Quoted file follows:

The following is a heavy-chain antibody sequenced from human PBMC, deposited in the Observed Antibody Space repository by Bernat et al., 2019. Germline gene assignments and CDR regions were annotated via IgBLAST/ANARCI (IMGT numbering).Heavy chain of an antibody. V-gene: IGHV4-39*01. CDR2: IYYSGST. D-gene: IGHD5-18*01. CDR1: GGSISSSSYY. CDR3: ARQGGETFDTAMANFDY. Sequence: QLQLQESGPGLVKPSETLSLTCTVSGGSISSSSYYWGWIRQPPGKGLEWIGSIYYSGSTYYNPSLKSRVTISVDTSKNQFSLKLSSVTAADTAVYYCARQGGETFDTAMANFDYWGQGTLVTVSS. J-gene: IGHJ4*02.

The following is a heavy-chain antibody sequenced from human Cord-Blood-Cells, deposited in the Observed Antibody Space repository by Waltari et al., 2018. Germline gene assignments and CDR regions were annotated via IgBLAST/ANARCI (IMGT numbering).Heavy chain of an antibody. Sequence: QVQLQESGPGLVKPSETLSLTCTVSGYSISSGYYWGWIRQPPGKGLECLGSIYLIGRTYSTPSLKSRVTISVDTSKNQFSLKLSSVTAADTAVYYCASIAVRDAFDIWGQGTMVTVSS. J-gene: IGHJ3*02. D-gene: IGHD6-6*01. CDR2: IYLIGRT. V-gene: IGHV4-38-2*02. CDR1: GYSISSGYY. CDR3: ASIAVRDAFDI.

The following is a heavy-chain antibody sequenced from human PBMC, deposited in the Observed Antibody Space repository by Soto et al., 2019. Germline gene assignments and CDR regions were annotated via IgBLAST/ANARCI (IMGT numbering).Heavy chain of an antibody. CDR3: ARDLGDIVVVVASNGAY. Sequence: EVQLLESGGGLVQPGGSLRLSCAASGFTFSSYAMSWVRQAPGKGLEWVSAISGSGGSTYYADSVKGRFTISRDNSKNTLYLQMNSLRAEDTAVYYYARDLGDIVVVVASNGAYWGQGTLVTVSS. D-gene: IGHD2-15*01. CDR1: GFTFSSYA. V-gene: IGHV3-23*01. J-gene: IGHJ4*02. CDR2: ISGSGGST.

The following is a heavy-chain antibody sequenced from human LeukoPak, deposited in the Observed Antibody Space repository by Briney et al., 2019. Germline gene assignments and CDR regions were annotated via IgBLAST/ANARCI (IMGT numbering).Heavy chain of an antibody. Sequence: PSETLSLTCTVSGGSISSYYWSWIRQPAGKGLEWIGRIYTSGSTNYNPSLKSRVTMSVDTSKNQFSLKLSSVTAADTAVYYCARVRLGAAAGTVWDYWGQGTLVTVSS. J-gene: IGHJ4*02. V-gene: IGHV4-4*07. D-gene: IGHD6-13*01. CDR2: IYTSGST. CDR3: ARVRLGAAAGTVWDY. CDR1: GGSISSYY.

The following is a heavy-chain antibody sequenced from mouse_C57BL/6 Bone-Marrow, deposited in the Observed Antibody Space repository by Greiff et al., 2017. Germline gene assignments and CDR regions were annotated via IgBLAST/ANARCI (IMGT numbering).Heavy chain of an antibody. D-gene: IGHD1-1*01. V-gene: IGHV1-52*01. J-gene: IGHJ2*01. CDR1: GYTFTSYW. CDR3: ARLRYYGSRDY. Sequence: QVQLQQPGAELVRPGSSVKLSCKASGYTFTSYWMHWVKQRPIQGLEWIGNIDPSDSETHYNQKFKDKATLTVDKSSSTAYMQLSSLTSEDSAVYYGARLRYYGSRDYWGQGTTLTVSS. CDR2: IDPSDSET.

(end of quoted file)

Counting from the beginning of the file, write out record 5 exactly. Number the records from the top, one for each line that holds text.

The following is a heavy-chain antibody sequenced from mouse_C57BL/6 Bone-Marrow, deposited in the Observed Antibody Space repository by Greiff et al., 2017. Germline gene assignments and CDR regions were annotated via IgBLAST/ANARCI (IMGT numbering).Heavy chain of an antibody. D-gene: IGHD1-1*01. V-gene: IGHV1-52*01. J-gene: IGHJ2*01. CDR1: GYTFTSYW. CDR3: ARLRYYGSRDY. Sequence: QVQLQQPGAELVRPGSSVKLSCKASGYTFTSYWMHWVKQRPIQGLEWIGNIDPSDSETHYNQKFKDKATLTVDKSSSTAYMQLSSLTSEDSAVYYGARLRYYGSRDYWGQGTTLTVSS. CDR2: IDPSDSET.